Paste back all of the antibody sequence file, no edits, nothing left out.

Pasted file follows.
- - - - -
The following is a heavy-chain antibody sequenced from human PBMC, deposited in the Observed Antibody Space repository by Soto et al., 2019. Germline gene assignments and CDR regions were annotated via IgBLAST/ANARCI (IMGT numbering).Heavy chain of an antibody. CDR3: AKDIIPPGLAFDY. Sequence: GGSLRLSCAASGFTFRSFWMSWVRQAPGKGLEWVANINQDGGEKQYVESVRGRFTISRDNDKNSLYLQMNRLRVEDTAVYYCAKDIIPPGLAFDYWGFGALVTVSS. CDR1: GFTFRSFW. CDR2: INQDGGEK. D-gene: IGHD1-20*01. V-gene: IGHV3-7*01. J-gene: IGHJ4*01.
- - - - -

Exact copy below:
The following is a heavy-chain antibody sequenced from human PBMC, deposited in the Observed Antibody Space repository by Soto et al., 2019. Germline gene assignments and CDR regions were annotated via IgBLAST/ANARCI (IMGT numbering).Heavy chain of an antibody. CDR3: AKDIIPPGLAFDY. Sequence: GGSLRLSCAASGFTFRSFWMSWVRQAPGKGLEWVANINQDGGEKQYVESVRGRFTISRDNDKNSLYLQMNRLRVEDTAVYYCAKDIIPPGLAFDYWGFGALVTVSS. CDR1: GFTFRSFW. CDR2: INQDGGEK. D-gene: IGHD1-20*01. V-gene: IGHV3-7*01. J-gene: IGHJ4*01.